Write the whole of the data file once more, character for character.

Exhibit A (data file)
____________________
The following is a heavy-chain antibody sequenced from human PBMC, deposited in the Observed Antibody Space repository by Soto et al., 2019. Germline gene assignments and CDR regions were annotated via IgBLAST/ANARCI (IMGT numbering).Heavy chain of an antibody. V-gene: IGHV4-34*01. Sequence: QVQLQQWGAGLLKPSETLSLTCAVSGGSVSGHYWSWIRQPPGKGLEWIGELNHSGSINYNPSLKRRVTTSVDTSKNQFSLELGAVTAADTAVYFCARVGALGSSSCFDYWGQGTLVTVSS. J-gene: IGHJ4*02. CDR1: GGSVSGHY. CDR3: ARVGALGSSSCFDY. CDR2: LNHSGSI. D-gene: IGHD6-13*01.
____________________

The following is a heavy-chain antibody sequenced from human PBMC, deposited in the Observed Antibody Space repository by Soto et al., 2019. Germline gene assignments and CDR regions were annotated via IgBLAST/ANARCI (IMGT numbering).Heavy chain of an antibody. V-gene: IGHV4-34*01. Sequence: QVQLQQWGAGLLKPSETLSLTCAVSGGSVSGHYWSWIRQPPGKGLEWIGELNHSGSINYNPSLKRRVTTSVDTSKNQFSLELGAVTAADTAVYFCARVGALGSSSCFDYWGQGTLVTVSS. J-gene: IGHJ4*02. CDR1: GGSVSGHY. CDR3: ARVGALGSSSCFDY. CDR2: LNHSGSI. D-gene: IGHD6-13*01.